What to call your new agency, or, "How did you come up with Anomaly?"

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Do you want the long answer or the short answer? The long answer: Not unlike naming a brand, there are ostensibly three genres you can choose from when deciding what to call your agency. Not unlike any brand, the first option is, name it what it is. There's nothing wrong with this approach, assuming you accept that the consumer will most likely call you what it is convenient for them to call you-which is why Doyle Dane Bernbach ultimately became known as DDB and Kentucky Fried Chicken became KFC. The downside of this choice is that you can't control what the market, your clients or your peers will refer to you as, and ultimately your company or brand winds up with a nickname.

The second option is to name your company something conceptual, erring on the side of irreverence. This, of course, is why so many agencies, not to mention production companies and packaged goods, for that matter, tend to have names that sound like a Guns 'N' Roses album or a particularly treacherous black-diamond run at a ski resort somewhere in Jackson Hole. The downside of this, of course, is you run the risk of being considered "a bunch of obnoxious assholes" by the market, your clients and your peers.

The third and last option is to name your company something conceptual, erring on the side of intelligence. Consequently, this is why so many agencies, not to mention production companies and packaged goods, for that matter, tend to have names that sound like a chapter in a textbook on Deconstructionism or some piece of fictitious technology mentioned in passing in an episode of Star Trek. The downside of this choice is that you run the risk of being considered "a bunch of pretentious assholes" by the market, your clients and your peers.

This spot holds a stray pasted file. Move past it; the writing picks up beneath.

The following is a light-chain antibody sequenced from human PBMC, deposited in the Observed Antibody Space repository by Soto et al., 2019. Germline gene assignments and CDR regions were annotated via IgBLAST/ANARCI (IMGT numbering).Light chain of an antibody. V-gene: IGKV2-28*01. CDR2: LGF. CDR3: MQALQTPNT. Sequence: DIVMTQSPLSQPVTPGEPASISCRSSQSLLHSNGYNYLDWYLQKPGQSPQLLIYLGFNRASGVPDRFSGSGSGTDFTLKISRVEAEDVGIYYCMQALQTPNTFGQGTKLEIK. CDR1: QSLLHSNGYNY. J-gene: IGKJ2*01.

Assuming that Johnson, Lupinacci, Barocas, Kibble & DeLand would end up being called JLBKD, or worse, J. Lu, we ruled out option one and began simultaneously exploring options two and three. We ultimately and collectively made the decision that all things being equal, being considered "a bunch of pretentious assholes" seemed somewhat more palatable than being considered "a bunch of obnoxious assholes"-thus Anomaly won out over Section 8.

The short answer: A) An anomaly is something that "has happened but shouldn't, or should happen but hasn't." We liked the idea that a company like ours does exist, but there are so many reasons that, to date, have precluded a model such as ours from happening. B) Some of the most profound consumer trends as well as successful brand extensions could be considered "anomalies"-inasmuch as they are things that should happen but haven't. C) It sounded interesting, albeit pretentious.

Ernest Lupinacci is a partner in a new agency, Anomaly, based in New York.

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